“It is the dawn of a new era, the cognitive era,” declared IBM CEO Ginni Rometty (@) at the 2016 International Consumer Electronics Show. She defined the cognitive era as one in which “digital business” would be enhanced by “digital intelligence.” Like any good CEO, Rometty was pushing her company’s entry in the field — the famous Jeopardy! champion Watson. Rometty declared Watson to be “the world’s first cognitive system.” Cognitive computing, however, involves a number of analytic approaches — and the IBM Watson approach isn’t always the best one for every business situation. Dan Briody, Senior Editor of THINK Leaders, defines cognitive computing as “systems that learn at scale, reason with purpose, and interact with humans naturally.” He continues:
“Cognitive computing systems aren’t programmed; they’re trained to sense, predict, infer and, in some ways, think, using artificial intelligence and machine learning algorithms that are exposed to massive data sets. These systems improve over time as they build knowledge and acquire depth in specialty areas or ‘domains.’ Current computing systems require that rules be hard-coded into a system by a human expert. However, cognitive computers program themselves; they process natural language, make sense of unstructured data and learn by experience much in the same way humans do. These systems not only bring massive parallel processing capabilities to churn through enormous volumes of often fluid data, but also use image and speech recognition as their eyes and ears, making interaction with human teams more natural. The dynamic learning inherent in these systems provides a feedback loop for machines and humans to refine insights and teach one another.”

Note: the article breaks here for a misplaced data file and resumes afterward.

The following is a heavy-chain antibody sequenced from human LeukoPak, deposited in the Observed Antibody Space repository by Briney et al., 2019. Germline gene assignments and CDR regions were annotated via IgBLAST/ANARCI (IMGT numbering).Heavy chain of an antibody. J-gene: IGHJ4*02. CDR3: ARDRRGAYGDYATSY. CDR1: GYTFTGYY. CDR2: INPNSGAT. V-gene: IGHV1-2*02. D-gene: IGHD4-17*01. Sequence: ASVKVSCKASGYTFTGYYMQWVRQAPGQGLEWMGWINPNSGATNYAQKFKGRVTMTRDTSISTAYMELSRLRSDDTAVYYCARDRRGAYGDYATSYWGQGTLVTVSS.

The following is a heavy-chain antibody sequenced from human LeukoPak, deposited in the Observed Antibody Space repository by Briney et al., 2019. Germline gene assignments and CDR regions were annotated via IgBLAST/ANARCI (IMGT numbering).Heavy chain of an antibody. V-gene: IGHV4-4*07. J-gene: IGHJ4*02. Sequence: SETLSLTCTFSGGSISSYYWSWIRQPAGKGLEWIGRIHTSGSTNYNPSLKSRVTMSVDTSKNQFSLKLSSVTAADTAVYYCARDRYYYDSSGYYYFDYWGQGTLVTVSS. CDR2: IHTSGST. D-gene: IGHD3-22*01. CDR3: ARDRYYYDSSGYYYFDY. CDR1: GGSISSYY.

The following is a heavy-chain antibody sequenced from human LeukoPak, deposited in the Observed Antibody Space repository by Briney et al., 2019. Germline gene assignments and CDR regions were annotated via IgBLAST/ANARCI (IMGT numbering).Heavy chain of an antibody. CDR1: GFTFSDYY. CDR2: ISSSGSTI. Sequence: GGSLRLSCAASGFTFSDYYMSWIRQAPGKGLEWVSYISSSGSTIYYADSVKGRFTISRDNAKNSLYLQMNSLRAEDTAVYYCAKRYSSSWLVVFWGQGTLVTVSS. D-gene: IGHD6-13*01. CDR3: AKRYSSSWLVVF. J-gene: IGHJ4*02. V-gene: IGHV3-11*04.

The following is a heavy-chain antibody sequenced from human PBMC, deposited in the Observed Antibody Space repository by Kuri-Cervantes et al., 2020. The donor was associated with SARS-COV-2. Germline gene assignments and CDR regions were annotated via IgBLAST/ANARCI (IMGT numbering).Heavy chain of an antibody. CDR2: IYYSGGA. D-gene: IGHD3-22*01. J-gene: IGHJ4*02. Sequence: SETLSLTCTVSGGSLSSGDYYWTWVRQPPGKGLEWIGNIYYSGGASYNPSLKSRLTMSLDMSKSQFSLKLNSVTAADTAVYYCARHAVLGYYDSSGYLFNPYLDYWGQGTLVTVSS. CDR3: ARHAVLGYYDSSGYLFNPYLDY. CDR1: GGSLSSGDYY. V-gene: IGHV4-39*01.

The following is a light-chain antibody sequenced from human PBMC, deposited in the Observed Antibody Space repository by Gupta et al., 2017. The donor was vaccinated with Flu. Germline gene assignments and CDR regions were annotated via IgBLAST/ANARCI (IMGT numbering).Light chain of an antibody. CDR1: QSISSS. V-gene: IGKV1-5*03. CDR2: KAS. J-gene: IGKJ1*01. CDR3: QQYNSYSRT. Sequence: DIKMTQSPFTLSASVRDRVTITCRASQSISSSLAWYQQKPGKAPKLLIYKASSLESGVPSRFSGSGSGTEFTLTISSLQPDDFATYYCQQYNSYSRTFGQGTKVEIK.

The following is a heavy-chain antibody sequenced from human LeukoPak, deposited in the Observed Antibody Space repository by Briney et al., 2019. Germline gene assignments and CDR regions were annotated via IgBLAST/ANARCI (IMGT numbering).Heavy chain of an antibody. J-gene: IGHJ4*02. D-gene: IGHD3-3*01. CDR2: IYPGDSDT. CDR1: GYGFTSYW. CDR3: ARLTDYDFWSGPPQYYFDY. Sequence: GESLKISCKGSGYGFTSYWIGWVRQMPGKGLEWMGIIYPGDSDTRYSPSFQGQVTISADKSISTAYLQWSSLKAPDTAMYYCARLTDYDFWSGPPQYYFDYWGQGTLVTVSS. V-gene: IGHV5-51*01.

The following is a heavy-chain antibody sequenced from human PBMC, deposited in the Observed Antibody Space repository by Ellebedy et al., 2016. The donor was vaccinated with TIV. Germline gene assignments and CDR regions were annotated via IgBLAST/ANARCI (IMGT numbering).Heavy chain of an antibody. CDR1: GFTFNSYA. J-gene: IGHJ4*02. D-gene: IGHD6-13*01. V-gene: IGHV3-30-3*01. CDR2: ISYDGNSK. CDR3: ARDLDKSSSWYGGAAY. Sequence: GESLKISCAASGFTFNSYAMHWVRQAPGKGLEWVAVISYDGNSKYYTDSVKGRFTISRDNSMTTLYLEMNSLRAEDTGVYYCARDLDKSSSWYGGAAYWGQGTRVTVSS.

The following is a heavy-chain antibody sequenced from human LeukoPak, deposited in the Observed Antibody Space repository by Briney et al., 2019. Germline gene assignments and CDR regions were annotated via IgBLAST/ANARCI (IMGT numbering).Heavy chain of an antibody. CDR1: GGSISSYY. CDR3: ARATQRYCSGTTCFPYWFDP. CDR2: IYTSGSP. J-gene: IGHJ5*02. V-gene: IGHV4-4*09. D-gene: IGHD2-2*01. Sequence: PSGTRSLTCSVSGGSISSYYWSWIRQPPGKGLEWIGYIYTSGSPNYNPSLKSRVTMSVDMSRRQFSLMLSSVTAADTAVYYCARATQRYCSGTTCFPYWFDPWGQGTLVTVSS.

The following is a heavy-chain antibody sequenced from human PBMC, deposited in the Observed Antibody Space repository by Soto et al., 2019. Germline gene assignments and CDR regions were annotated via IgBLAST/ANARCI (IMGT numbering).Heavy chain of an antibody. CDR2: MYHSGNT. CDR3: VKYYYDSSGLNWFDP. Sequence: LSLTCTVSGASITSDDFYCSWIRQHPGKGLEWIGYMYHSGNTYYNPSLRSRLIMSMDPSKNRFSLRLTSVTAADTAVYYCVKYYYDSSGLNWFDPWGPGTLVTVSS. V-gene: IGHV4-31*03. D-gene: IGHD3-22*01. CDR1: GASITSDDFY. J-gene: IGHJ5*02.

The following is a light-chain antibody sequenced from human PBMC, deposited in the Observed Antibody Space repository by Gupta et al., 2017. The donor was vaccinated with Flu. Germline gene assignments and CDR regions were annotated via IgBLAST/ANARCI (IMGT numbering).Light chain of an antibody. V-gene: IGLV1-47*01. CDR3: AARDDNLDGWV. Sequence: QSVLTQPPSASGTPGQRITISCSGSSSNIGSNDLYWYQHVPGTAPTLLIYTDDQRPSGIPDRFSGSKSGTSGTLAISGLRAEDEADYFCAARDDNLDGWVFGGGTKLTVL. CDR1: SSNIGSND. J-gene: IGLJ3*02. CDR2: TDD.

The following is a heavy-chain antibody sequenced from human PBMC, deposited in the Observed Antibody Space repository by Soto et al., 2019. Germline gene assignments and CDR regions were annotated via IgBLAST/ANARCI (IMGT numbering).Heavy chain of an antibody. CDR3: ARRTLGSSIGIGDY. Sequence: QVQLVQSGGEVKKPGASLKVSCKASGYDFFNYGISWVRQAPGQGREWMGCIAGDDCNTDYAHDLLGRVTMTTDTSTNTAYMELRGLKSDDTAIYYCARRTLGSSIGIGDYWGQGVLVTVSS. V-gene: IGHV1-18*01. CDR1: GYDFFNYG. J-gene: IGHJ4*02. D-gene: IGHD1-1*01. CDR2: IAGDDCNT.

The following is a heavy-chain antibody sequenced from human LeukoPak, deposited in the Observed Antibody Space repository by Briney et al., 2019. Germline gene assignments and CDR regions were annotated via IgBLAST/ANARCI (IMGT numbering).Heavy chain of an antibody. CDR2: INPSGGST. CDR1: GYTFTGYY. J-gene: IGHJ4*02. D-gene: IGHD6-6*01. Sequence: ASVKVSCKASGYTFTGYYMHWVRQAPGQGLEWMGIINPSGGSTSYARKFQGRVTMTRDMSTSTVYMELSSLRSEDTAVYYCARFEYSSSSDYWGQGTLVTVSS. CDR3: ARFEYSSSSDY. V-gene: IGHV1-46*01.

Cognitive computing systems don’t have to include all of the capabilities discussed by Briody (i.e., they do not all require image and speech recognition capabilities); but, in order to reason about structured and unstructured data, cognitive computing systems do require natural language processing and machine learning capabilities. As President and CEO of a cognitive computing firm, I certainly agree with Rometty that we are on the cusp of the cognitive era; but, a reasonable person has to wonder whether such declarations are hype or whether we really are at the dawn of a new age of computing. Briody believes the latter. “Cognitive computing will enable new business models and change the way entire industries work,” he writes, “allowing business and government leaders to take on projects of previously insoluble size and complexity. It combines massive data sets with sophisticated analytics, natural language processing, and machine learning to help human experts synthesize findings and improve decision-making.” Improving decision making is critical. Bain analysts, Michael C. Mankins and Lori Sherer (@lorisherer), explain that decision making is one of the most important aspects of any business. “The best way to understand any company’s operations,” they write, “is to view them as a series of decisions.”
The term “era” isn’t one that should be used lightly. It is defined as “a long and distinct period of history with a particular feature or characteristic.” To call the coming years the cognitive era means that cognitive computing will be computing’s defining characteristic in the years ahead. Will cognitive computing measure up to that standard? Briody answers that question this way:
“The applications of cognitive computing to business are endless. Some experts believe that this technology represents our best — perhaps our only — chance to tackle some of the most enduring systemic issues facing our planet, from understanding climate change to identifying risk in our increasingly complex economy. … The capabilities enabled by cognitive computing will force business leaders to rethink their operating models. While some processes may be refined, others will need to be reinvented, and still others built from scratch. New skills and training will be required, such as developing the ability to design and frame appropriate challenges for cognitive systems. New ways of thinking, working and collaborating will invariably lead to cultural and organizational change, some of which may be challenging. … We are entering an era of cognitive computing, marked by the marriage of robust computing horsepower with a ‘brain-like’ interface capable of synthesizing vast amounts of data and continuous ‘learning’.”